Cons are a lot of fun, but one of the best parts about going to them is creating a fun cosplay! It's one of the only times you get to dress up and act as your favorite character, so why not give it a go? There may be one big factor getting in your way; money.
A lot of top cosplayers use expensive materials to make the most realistic costumes in their arsenal. When looking at all the amazing characters you can make with your own two hands, it can be extremely intimidating to try and find a way to be cost effective with your own materials. But don't worry, building your favorite character doesn't have to be that expensive! Here are some cheap substitutes to consider if you're going to be making your own outfit!
Yes, this should seem obvious, but it's always the best choice, especially for building weapons and certain types of armor! Cardboard is excellent when you're building something solid. Trying to recreate Cloud's sword? Using the cardboard boxes from big purchases, or even ordering custom cardboard sizes online, can be a cheap way to make a very large weapon.
The bonus to this can also be using tools like an X-ACTO Knife or sanding tool to help create smooth cuts to your cardboard. Layering the cardboard can also be a nice way to add embelleshments and definition to designs; say the sword your building has an inscription, you could always add cardboard pieces to give it depth.
Remember that stuff you would always use in elementary school? Well it's time to bring it back! Craft foam is some of the best stuff to use for upper armor building or decoration designs. Essentially, it is the cheaper version of Worbla and it definitely works in a pinch.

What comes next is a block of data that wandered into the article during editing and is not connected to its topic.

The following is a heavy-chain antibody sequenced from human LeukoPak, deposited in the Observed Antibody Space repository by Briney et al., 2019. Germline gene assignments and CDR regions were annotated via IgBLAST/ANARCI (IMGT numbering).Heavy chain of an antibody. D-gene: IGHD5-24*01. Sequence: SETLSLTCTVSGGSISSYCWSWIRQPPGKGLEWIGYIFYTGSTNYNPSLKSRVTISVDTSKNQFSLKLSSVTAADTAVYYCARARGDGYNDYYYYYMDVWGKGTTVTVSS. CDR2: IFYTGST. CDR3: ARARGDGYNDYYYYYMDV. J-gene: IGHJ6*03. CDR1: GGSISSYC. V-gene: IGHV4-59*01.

To get the most out of building craft foam armor, heat is definitely the key. When heated, the craft foam can be incredibly flexible and will stay in whatever shape you mold it until it is heated again. To seal in that shape, you can use craft glue or Mod Podge, which will also give it a little shine.
No, we are not making hats. But that doesn't mean you most certainly can't! If you're trying to create heavy embellishments to a project and you need something that will be a solid model, tin foil is a must. Think of items like horns or spikes; a few pieces of tin foil will certainly get the job done. It's flexible and you can make it very solid by scrunching pieces together.
Now, depending on what you're making, you may want to cover the foil with something like foam or even a kind of fabric. It's important to remember that painting tin foil can be a real pain, so try to use this for very specific projects only and remember to properly glue any openings in the foil so it stays together!
Felt is one of the cheaper fabrics out there, not to mention it is also one of the softest. If you're not really building anything solid like armor or weaponry, consider felt to be your go to for your fabric project. It's very easy to cut and apply to almost any surface!
The best way to use this is with thrift store or cheap/recycled clothing. If you're creating a character that has certain, colorful details on their outfit, felt is a great way to add those. This can be used for small-scaled projects, but that certainly doesn't mean you couldn't find use for it in bigger, more detailed cosplays!
You may want to be a hipster when it comes to cosplays, because thrift stores are some of the greatest places to find interesting clothing for a costume on a budget. Consider these stores a tool! You never know what sort of things you'll find in thrift stores and usually the prices are much cheaper than other retail stores.
Not only can you go to thrift stores for the outfit portion of your cosplay, but you can also search for potential props to go with it! There really isn't a limit to what you can find, but if you feel like one store isn't cutting it, don't give up hope. Continue looking and sifting through what they have until you find what you're looking for!
Everyone deserves the right to cosplay and have fun. That's the whole point of it! But money can certainly bring down anyone's day. These are just a few things you can consider for substitutions if you're trying to build your own. Remember that it isn't about how much money you spent on your cosplay that matters, it's about how much fun you had wearing it!